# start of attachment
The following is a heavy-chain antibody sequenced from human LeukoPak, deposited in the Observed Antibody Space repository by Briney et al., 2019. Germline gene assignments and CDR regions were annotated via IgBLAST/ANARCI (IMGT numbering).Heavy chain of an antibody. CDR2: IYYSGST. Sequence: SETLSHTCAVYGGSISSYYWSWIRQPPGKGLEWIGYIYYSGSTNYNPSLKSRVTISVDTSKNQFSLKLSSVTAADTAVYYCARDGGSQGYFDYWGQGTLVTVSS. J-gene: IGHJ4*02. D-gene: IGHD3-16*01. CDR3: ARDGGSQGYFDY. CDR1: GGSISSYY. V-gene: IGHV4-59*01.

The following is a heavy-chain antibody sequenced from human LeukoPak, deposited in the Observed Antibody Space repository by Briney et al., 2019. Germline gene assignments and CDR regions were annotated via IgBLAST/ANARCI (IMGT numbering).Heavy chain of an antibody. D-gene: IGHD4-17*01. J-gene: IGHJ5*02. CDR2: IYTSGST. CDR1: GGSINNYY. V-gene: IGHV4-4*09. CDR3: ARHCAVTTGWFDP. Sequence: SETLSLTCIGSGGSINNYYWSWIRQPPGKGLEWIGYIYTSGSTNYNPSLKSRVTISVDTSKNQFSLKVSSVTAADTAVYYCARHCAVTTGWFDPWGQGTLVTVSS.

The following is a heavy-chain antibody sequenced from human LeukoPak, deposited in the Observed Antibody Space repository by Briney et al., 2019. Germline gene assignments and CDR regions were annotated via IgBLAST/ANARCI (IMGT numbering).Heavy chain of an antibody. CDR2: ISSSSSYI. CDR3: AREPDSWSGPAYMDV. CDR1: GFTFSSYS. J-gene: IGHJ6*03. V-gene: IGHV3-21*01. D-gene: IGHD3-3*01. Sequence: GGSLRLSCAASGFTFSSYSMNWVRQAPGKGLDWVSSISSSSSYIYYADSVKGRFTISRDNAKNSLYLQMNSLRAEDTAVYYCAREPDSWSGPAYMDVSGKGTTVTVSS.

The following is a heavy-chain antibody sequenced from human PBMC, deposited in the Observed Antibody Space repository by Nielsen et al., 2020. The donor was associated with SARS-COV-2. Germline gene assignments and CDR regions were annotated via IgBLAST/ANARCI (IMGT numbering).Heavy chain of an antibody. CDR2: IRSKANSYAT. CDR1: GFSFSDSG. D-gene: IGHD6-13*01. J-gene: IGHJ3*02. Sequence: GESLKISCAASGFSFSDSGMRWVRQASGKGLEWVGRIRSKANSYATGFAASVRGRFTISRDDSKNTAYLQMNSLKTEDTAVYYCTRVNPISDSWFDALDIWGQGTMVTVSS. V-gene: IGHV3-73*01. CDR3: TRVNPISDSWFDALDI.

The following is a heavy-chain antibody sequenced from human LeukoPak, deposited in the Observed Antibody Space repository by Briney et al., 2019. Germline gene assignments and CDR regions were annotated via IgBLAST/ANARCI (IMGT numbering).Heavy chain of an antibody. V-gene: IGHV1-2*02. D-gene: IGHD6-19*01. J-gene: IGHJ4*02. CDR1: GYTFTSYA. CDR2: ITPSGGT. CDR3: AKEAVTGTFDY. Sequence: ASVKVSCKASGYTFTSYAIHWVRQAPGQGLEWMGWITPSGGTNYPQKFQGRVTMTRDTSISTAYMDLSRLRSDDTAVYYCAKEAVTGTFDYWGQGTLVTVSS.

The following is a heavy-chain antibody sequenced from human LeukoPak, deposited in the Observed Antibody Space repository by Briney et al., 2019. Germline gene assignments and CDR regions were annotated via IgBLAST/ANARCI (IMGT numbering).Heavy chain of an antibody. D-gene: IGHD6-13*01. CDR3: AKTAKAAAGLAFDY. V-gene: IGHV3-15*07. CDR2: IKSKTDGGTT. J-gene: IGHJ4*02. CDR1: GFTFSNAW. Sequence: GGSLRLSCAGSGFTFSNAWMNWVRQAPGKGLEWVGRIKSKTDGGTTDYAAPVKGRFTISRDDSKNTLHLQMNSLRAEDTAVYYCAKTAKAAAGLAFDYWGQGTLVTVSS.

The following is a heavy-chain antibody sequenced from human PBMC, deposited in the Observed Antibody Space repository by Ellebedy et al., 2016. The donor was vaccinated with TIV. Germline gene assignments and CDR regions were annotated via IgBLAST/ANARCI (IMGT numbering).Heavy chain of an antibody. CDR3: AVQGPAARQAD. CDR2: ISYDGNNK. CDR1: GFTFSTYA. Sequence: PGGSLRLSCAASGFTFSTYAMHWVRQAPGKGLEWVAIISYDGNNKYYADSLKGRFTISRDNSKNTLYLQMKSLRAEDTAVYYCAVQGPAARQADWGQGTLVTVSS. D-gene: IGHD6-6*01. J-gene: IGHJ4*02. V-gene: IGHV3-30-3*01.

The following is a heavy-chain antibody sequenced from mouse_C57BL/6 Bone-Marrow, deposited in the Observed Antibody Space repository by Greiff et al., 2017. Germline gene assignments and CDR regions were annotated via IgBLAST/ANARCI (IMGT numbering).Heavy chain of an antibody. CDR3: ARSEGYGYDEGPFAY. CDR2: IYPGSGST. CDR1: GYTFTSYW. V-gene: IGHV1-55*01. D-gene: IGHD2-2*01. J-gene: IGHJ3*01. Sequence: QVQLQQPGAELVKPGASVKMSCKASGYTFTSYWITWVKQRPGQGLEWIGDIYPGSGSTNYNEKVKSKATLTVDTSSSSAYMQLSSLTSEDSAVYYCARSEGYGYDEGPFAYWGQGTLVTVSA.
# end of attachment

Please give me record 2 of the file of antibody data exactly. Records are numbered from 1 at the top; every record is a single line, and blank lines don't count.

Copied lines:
The following is a heavy-chain antibody sequenced from human LeukoPak, deposited in the Observed Antibody Space repository by Briney et al., 2019. Germline gene assignments and CDR regions were annotated via IgBLAST/ANARCI (IMGT numbering).Heavy chain of an antibody. D-gene: IGHD4-17*01. J-gene: IGHJ5*02. CDR2: IYTSGST. CDR1: GGSINNYY. V-gene: IGHV4-4*09. CDR3: ARHCAVTTGWFDP. Sequence: SETLSLTCIGSGGSINNYYWSWIRQPPGKGLEWIGYIYTSGSTNYNPSLKSRVTISVDTSKNQFSLKVSSVTAADTAVYYCARHCAVTTGWFDPWGQGTLVTVSS.